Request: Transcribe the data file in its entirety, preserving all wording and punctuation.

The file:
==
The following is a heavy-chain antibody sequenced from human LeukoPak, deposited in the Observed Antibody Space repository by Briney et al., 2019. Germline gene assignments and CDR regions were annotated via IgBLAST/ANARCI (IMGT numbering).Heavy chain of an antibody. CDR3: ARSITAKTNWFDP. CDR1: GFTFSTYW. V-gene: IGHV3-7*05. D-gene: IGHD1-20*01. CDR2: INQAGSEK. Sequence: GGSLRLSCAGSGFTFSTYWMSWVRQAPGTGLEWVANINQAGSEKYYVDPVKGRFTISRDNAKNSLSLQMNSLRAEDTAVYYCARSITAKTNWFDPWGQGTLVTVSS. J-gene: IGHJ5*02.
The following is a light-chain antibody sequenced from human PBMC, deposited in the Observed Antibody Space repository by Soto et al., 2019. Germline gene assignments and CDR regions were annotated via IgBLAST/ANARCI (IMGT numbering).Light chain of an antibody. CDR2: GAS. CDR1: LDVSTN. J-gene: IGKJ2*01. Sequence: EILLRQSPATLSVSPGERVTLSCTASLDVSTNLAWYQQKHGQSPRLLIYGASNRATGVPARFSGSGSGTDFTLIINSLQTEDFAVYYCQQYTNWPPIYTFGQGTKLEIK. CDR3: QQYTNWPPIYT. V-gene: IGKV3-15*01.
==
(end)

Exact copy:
The following is a heavy-chain antibody sequenced from human LeukoPak, deposited in the Observed Antibody Space repository by Briney et al., 2019. Germline gene assignments and CDR regions were annotated via IgBLAST/ANARCI (IMGT numbering).Heavy chain of an antibody. CDR3: ARSITAKTNWFDP. CDR1: GFTFSTYW. V-gene: IGHV3-7*05. D-gene: IGHD1-20*01. CDR2: INQAGSEK. Sequence: GGSLRLSCAGSGFTFSTYWMSWVRQAPGTGLEWVANINQAGSEKYYVDPVKGRFTISRDNAKNSLSLQMNSLRAEDTAVYYCARSITAKTNWFDPWGQGTLVTVSS. J-gene: IGHJ5*02.
The following is a light-chain antibody sequenced from human PBMC, deposited in the Observed Antibody Space repository by Soto et al., 2019. Germline gene assignments and CDR regions were annotated via IgBLAST/ANARCI (IMGT numbering).Light chain of an antibody. CDR2: GAS. CDR1: LDVSTN. J-gene: IGKJ2*01. Sequence: EILLRQSPATLSVSPGERVTLSCTASLDVSTNLAWYQQKHGQSPRLLIYGASNRATGVPARFSGSGSGTDFTLIINSLQTEDFAVYYCQQYTNWPPIYTFGQGTKLEIK. CDR3: QQYTNWPPIYT. V-gene: IGKV3-15*01.